But speaking of Polanski and his films, LERNER INTERNATIONAL recently had the pleasure of screening his most recent release:
Carnage (2011; Roman Polanski) is almost perfect—it just ended too abruptly for me.
Honestly, it could’ve even used a “third act.” After being so “theatrical” (the characters do not speak like real people; but that’s okay: the dialog sparkles like shiny daggers—“Children suck the life out of you!” shrieks one character—and it is wonderful to follow the twists and trails of the insults and venom), the quasi-post-modern “blackout” ending seems unfortunate.

If the show had been a genuine improvisational comedy show, then where the story “blacks out” would have been perfect.
But it is scripted, and with the amount of excellent verbiage, I as an audience member expected just a little more. (I’m not sure what, specifically, would help—without devolving the film into something typical and trite, but I do feel something is lacking…)

Speaking of improv comedy, I swear Jodie Foster is channeling Amy Poehler for her character of an uptight mom; but the entire cast is great, thesping to the max. Meanwhile, Polanski (who cameos as a peeping neighbor) keeps the camera mobile and the editing nimble. And despite being baffled by the ending, I really enjoyed this one-location social satire taking place in real time.
[One distraction, but not really the film’s fault per se: Knowing that because of his legal problems, Polanski could not have made this film, set in a tonier part of Brooklyn, on location, whenever any character got close to a window or looked out one, I was aware that what was behind them was a highly-detail, well-crafted special effect. The visuals themselves are flawless, but the knowledge that they were illusions was distracting. In this case, old school painted backdrops would’ve been more appropriate, with the obvious artifice encouraging the suspension of disbelief.]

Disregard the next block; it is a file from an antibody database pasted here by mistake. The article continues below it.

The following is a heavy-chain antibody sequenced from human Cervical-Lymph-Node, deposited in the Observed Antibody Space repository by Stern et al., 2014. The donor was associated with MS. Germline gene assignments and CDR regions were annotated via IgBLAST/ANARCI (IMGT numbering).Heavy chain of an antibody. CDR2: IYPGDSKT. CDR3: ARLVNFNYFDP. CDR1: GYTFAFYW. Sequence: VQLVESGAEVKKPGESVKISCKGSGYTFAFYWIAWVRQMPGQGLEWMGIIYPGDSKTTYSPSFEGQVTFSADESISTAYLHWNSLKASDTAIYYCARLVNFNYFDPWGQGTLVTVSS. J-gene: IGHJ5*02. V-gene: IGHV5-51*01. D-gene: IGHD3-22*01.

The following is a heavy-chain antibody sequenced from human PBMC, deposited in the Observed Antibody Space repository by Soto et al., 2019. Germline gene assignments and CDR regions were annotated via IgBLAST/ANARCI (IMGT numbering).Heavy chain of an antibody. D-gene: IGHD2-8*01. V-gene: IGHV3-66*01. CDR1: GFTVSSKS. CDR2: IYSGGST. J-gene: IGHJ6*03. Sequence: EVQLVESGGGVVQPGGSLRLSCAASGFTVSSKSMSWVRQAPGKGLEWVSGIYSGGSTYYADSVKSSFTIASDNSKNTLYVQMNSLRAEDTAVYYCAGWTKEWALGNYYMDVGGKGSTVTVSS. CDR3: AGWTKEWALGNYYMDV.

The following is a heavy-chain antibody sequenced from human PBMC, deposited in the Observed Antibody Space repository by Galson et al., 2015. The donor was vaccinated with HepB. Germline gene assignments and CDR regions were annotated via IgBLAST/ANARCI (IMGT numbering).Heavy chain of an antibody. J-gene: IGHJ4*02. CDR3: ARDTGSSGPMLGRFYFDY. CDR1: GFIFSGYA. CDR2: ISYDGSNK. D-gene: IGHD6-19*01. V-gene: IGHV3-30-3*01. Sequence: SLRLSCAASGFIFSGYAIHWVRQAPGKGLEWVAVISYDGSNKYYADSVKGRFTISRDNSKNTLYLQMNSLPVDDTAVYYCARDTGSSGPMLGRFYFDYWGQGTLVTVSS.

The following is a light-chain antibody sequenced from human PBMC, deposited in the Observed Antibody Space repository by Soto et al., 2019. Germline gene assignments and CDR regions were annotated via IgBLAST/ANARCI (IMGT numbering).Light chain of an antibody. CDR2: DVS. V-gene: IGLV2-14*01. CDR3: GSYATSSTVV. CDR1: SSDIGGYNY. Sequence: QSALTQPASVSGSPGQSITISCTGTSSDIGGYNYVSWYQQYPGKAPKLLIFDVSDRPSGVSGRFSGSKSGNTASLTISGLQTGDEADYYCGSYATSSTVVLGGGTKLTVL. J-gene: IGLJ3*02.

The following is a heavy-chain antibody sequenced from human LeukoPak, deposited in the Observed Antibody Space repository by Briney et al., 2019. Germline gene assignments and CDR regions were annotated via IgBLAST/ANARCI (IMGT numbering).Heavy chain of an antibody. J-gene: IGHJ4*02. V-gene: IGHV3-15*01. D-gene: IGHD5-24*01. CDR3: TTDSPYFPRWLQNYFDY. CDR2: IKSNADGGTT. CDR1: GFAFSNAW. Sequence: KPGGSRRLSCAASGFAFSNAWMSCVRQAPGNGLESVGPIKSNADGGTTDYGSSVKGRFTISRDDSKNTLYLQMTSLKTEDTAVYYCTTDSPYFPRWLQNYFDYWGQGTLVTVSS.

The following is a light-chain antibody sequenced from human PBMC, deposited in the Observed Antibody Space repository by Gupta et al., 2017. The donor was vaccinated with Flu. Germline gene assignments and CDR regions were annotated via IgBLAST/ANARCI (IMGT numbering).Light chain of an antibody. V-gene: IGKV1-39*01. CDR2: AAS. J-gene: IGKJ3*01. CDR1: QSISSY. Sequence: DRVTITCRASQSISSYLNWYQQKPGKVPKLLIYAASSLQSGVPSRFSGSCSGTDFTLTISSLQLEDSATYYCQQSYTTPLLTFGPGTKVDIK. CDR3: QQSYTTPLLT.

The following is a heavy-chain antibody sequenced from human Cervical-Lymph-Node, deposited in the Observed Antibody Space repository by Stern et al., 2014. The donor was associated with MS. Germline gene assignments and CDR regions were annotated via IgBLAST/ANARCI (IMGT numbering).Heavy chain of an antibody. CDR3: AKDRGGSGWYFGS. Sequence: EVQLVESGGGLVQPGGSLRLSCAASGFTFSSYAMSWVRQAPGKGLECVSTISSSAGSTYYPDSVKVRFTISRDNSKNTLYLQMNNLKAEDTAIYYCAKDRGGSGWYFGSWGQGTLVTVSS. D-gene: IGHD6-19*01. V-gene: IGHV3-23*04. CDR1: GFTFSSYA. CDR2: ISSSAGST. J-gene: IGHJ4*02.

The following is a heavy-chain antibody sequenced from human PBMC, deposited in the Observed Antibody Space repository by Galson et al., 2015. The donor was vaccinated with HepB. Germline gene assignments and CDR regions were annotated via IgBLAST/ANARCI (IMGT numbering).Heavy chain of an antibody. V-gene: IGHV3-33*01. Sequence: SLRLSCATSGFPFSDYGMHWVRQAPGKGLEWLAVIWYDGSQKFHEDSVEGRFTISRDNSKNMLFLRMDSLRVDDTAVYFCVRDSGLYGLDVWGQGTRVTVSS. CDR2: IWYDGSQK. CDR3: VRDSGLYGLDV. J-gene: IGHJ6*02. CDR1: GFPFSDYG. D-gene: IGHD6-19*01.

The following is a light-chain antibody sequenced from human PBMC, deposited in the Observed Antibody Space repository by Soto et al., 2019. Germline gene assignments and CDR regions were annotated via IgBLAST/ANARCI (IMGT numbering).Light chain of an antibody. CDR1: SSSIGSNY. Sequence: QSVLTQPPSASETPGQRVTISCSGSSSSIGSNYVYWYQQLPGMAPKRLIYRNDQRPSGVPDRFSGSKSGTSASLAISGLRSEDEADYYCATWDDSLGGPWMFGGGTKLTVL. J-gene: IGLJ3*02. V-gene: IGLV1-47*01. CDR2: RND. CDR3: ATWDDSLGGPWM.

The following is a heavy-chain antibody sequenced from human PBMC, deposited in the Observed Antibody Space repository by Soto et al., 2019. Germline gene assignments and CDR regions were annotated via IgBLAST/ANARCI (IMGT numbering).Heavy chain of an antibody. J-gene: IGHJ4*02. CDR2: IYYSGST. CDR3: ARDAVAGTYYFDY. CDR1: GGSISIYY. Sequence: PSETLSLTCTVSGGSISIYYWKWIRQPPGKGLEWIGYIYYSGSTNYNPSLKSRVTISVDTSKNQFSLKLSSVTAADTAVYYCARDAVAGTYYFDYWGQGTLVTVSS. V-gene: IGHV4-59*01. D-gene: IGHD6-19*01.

Meanwhile, since we’re discussing Roman P., let’s look at the other film from 1968 that Polanski’s Rosemary’s Baby producer, William Castle, was working on:
Project X (1968; William Castle) is a dumb-headed, cheapo espionage flick. Set in the future, and rife with neat ideas and potential, the movie suffers from a clunky script that could’ve used about three or four rewrites and polishes: It’s a proto-Philip K. Dick tale about a comatose spy, and the government scientists playing with his sense of reality to get to the info locked in his brain.
The flick is full of groovy psychedelic imagery (courtesy of Hanna-Barbera animation), but they’re for naught as the story is so pedestrian and often nonsensical.
If anything, the exposition-heavy Project X is annoying in its mediocrity.
What’s surprising is that producer-director William Castle was in the process of producing the classic Rosemary’s Baby at the same time he was making this! Too bad he didn’t get Polanski to pitch in and improve Project X.
There is, however, a cool “brain in a jar” scene in Project X that I found amusing.